Monday, July 10, 2006

Fish Story 

Father's day the kids woke me up with a telescoping flyrod; yesterday, we gave elderchild Willow her birthday present early so she'd have her own pole, and the two of us headed out through the woods, just three houses down an overgrown path, to a greenspot where the stream hits the dam backwash.

And so we learned to cast, that shade moves with the sun, how a barbed hook works, and why. We ate crackers, shared an apple, and two tiny fish later -- the world's smallest largemouth and a four-inch sunfish, if you're keeping score -- we decided to call it a morning.

A nice afternoon on a shady summer riverbank, teaching patience, enjoying the day. So what if Willow's most memorable moment involved the dubious phrase Daddy, fishing is really boring, isn't it? According to my list of father-daughter goals, we're right on schedule.

posted by boyhowdy | 12:58 PM |

Fishing IS really boring, until you catch something, and then it's like 10 Christmases all at once.
...course, you rarely catch anything, do you?
My Okapis have started to get really interested in fishing somehow. I have only gone about a couple of times in my life. At what point do you start to get your kids into fishing? And how? if you have any suggestions I'd be happy to hear them.
Some good questions, JGS. Willow will be four this week, and this was her first time, but it's not like I've gone a bunch in her absence, either. Not being a serious fisherman myself, but being a cautious (and hopefully adventurous) Daddy, here's what I'd suggest:

Wait until they're mature enough to be able to keep clear of a hook on the end of a string. Then, get them a half-sized pole (ours unfortunately had Nemo on it or something), about as tall as them, but a real one -- nylon string, a push-botton release on the reel, etc. Usually you can get one at walmart -- ask for kids poles.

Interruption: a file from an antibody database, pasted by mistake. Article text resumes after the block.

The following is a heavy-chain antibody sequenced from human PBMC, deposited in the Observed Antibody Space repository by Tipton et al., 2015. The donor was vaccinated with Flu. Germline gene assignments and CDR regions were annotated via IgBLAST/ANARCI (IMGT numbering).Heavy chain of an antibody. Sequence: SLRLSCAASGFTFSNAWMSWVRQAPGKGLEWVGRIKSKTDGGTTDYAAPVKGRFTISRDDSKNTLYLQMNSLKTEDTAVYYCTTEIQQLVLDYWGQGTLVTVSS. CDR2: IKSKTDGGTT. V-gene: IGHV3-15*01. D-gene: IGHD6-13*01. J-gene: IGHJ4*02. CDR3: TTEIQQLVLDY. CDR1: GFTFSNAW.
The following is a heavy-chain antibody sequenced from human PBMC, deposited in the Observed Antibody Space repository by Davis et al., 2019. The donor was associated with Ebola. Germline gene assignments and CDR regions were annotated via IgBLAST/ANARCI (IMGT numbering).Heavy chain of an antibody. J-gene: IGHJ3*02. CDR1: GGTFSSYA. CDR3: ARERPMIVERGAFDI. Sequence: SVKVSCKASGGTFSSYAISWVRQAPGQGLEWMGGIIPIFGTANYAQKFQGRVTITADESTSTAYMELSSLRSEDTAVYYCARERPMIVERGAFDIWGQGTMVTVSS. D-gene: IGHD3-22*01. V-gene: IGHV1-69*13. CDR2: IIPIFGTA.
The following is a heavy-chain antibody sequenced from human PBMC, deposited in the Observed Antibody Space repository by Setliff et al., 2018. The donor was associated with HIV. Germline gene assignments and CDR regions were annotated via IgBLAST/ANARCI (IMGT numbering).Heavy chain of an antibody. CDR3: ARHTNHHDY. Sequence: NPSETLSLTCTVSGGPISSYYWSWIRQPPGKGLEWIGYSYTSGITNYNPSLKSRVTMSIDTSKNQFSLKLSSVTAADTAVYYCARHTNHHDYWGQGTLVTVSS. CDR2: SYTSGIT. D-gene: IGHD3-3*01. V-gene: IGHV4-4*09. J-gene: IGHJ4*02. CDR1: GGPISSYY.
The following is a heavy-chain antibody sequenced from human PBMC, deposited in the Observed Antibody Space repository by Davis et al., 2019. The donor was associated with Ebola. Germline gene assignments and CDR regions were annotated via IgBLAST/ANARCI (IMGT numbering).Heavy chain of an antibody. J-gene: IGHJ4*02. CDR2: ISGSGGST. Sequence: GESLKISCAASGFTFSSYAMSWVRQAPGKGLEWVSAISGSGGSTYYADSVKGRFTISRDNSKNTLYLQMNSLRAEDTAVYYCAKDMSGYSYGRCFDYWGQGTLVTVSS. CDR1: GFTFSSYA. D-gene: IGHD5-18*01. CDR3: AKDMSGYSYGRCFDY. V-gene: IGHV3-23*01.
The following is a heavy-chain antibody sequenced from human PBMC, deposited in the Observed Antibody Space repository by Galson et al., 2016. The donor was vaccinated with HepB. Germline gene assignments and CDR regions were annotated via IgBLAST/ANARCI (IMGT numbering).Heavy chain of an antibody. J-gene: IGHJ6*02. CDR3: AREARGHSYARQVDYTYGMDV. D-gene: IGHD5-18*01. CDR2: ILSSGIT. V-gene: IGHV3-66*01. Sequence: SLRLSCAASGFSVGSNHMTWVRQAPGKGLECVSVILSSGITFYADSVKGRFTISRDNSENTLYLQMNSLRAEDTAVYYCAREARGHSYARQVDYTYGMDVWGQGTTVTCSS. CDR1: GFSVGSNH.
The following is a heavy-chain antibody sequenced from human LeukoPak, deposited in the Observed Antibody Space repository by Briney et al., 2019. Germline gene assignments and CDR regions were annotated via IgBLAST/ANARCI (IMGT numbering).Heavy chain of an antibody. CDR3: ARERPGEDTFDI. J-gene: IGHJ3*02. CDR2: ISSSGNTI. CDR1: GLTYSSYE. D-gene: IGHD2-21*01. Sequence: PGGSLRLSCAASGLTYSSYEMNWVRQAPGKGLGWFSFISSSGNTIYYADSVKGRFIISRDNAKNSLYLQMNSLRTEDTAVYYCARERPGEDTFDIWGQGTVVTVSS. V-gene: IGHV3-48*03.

Then, go out with your pole and the kids with theirs. Put a real hook on yours, and let them watch you do it -- and talk about the barb, and show them. Let them fish with bait TIED on the line, while you fish with a real hook and lure -- that way they can practice, and IF you catch one, you can let them see how catch-and-release works, and touch the fish, and all that.

Use those red and white bobbers, so they can "see" what's happening and get a sense of the process.

After they seem comfortable, put a real hook on theirs, and cast it yourself, letting them take it once it is out on the water.

Bring snacks. Fishing involves much waiting, so snacks are good. So is breaking the activity down like I described -- makes it go farther on the first day.

At least, that's how I did it.

We made it over two hours. Not bad, I guess. And we're packing the rods and stuff for camping, since you never know when a stream will turn up...
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